English Language & Usage Stack Exchange is a question and answer site for linguists, etymologists, and serious English language enthusiasts. It's 100% free, no registration required.

Sign up
Here's how it works:
  1. Anybody can ask a question
  2. Anybody can answer
  3. The best answers are voted up and rise to the top

I was working on a crossword puzzle with the clue bearer of gold, frankincense, or myrrh. I immediately thought that the answer is obviously either "magi" or "wise man," but then realized that the puzzle called for a 5 letter word so neither fit. Eventually I figured out that magi is a plural Latin word, so its singular form would be "magus" which was the correct answer.

Is it normal to use the word "magus" in informal, or even formal, English? I've never seen it before. I have however often seen magi used as a singular noun.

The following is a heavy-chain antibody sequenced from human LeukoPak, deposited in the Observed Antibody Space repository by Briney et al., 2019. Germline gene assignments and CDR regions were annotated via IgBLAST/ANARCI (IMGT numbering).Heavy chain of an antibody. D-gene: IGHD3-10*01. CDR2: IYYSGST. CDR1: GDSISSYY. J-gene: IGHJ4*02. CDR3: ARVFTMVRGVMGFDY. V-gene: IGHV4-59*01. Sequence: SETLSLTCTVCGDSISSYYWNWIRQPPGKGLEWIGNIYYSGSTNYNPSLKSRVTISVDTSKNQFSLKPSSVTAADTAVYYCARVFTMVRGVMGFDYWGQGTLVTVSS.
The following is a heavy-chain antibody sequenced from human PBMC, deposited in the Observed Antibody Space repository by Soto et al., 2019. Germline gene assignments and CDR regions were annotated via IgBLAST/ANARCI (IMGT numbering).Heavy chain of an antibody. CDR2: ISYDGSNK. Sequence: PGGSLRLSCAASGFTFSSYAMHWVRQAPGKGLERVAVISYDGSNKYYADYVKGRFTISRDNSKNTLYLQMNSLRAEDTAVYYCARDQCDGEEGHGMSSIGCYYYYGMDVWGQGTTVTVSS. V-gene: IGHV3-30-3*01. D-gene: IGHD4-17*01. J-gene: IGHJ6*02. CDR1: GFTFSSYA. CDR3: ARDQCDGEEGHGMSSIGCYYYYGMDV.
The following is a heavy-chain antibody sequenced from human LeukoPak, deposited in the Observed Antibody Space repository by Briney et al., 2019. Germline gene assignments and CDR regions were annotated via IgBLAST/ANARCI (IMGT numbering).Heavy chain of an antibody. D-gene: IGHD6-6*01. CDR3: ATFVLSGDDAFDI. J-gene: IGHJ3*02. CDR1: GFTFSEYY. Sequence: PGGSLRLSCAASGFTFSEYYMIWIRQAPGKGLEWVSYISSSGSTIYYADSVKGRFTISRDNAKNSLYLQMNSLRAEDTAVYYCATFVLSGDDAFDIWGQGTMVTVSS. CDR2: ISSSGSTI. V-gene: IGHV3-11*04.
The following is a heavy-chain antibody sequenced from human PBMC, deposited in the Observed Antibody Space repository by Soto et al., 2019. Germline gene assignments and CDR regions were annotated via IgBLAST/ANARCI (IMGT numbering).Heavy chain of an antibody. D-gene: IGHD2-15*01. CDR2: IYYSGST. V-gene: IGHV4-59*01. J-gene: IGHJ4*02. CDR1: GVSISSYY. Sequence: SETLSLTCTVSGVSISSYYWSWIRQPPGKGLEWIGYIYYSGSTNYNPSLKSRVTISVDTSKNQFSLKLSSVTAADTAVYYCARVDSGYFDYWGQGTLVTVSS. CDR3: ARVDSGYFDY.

share|improve this question
The English word (derived from magus) is mage, of which magi is an alternate plural, mages being more common. – Jon Purdy Jan 30 '11 at 8:56
up vote 5 down vote accepted

Both “magus” and “magi” are attested in dictionaries. For example, in the New Oxford American Dictionary:

magus (pl. magi) a member of a priestly caste of ancient Persia. (See also Magi.) • a sorcerer.

magi: plural form of magus .

“Magi”, with a capital M, is only used in the plural:

Magi (the Magi)

the “wise men” from the East who brought gifts to the infant Jesus (Matt. 2:1), said in later tradition to be kings named Caspar, Melchior, and Balthasar who brought gifts of gold, frankincense, and myrrh.

So, the most common use (those specific Magi) only exists in the plural, though the singular of the common noun exists.

share|improve this answer

Your Answer


By posting your answer, you agree to the privacy policy and terms of service.

Not the answer you're looking for? Browse other questions tagged or ask your own question.